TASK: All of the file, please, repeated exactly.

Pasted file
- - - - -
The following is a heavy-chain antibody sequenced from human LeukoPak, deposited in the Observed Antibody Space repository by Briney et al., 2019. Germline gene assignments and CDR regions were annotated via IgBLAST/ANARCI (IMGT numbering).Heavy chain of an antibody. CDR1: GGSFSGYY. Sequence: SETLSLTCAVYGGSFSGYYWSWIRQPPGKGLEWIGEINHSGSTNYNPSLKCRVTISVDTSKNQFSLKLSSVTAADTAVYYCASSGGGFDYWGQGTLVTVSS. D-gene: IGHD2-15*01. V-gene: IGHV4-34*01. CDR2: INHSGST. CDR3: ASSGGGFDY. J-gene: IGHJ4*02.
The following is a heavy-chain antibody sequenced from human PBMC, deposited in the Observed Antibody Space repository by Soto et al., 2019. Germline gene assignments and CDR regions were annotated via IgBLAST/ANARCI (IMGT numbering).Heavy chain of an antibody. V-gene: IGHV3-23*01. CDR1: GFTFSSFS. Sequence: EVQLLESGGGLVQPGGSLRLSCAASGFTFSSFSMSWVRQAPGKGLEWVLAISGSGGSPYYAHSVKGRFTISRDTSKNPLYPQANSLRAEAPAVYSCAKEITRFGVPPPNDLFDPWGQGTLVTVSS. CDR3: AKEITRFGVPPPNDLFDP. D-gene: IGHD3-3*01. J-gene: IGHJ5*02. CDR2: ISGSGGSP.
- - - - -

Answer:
The following is a heavy-chain antibody sequenced from human LeukoPak, deposited in the Observed Antibody Space repository by Briney et al., 2019. Germline gene assignments and CDR regions were annotated via IgBLAST/ANARCI (IMGT numbering).Heavy chain of an antibody. CDR1: GGSFSGYY. Sequence: SETLSLTCAVYGGSFSGYYWSWIRQPPGKGLEWIGEINHSGSTNYNPSLKCRVTISVDTSKNQFSLKLSSVTAADTAVYYCASSGGGFDYWGQGTLVTVSS. D-gene: IGHD2-15*01. V-gene: IGHV4-34*01. CDR2: INHSGST. CDR3: ASSGGGFDY. J-gene: IGHJ4*02.
The following is a heavy-chain antibody sequenced from human PBMC, deposited in the Observed Antibody Space repository by Soto et al., 2019. Germline gene assignments and CDR regions were annotated via IgBLAST/ANARCI (IMGT numbering).Heavy chain of an antibody. V-gene: IGHV3-23*01. CDR1: GFTFSSFS. Sequence: EVQLLESGGGLVQPGGSLRLSCAASGFTFSSFSMSWVRQAPGKGLEWVLAISGSGGSPYYAHSVKGRFTISRDTSKNPLYPQANSLRAEAPAVYSCAKEITRFGVPPPNDLFDPWGQGTLVTVSS. CDR3: AKEITRFGVPPPNDLFDP. D-gene: IGHD3-3*01. J-gene: IGHJ5*02. CDR2: ISGSGGSP.